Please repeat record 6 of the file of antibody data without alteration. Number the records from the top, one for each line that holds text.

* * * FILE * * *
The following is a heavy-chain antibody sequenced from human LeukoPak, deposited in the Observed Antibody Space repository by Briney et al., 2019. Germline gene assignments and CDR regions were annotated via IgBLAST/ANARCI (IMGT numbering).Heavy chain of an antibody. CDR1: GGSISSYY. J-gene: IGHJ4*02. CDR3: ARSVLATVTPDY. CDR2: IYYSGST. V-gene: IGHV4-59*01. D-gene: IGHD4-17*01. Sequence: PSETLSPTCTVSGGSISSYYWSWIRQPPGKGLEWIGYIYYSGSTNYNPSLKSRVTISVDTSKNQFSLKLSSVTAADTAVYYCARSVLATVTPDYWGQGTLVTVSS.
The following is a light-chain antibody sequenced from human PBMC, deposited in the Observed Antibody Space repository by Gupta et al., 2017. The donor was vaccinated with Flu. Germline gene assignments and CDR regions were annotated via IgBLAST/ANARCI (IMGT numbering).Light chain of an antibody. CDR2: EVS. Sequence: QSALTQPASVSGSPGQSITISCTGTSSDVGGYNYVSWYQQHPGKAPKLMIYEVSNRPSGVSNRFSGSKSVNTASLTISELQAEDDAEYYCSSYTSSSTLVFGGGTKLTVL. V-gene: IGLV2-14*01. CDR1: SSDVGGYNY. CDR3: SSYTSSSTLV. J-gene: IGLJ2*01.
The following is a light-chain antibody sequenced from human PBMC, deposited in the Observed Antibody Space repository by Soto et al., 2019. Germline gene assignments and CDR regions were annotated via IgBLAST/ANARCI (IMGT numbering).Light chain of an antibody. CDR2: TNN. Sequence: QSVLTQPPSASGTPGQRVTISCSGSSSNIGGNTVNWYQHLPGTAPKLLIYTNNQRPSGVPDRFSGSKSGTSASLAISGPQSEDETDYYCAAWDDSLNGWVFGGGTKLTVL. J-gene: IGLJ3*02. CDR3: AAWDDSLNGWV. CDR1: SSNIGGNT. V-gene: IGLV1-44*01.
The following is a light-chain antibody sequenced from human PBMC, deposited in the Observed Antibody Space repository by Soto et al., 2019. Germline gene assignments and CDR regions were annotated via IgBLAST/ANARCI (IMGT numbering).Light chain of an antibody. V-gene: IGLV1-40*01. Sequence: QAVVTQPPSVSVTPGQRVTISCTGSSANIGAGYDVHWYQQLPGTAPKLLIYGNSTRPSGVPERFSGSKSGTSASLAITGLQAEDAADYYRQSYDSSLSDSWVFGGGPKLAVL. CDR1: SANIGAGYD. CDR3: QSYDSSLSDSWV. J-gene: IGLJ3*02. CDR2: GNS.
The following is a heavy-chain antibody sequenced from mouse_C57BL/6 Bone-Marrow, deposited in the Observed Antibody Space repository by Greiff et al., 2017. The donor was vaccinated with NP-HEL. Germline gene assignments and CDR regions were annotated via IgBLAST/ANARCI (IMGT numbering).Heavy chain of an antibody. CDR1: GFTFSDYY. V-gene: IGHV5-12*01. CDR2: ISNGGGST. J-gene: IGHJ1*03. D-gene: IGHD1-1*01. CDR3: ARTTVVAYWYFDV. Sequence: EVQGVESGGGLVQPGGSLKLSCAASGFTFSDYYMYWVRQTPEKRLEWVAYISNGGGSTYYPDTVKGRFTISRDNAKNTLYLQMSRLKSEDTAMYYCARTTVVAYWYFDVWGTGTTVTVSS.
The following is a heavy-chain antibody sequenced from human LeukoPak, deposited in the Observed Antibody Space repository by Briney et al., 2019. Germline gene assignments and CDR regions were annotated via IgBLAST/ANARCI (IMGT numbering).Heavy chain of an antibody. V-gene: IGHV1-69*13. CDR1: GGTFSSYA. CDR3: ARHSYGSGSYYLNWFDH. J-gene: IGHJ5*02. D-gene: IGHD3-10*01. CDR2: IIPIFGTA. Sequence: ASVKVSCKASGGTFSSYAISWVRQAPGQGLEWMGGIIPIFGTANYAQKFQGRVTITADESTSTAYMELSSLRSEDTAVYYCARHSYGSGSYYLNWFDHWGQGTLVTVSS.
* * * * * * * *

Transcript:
The following is a heavy-chain antibody sequenced from human LeukoPak, deposited in the Observed Antibody Space repository by Briney et al., 2019. Germline gene assignments and CDR regions were annotated via IgBLAST/ANARCI (IMGT numbering).Heavy chain of an antibody. V-gene: IGHV1-69*13. CDR1: GGTFSSYA. CDR3: ARHSYGSGSYYLNWFDH. J-gene: IGHJ5*02. D-gene: IGHD3-10*01. CDR2: IIPIFGTA. Sequence: ASVKVSCKASGGTFSSYAISWVRQAPGQGLEWMGGIIPIFGTANYAQKFQGRVTITADESTSTAYMELSSLRSEDTAVYYCARHSYGSGSYYLNWFDHWGQGTLVTVSS.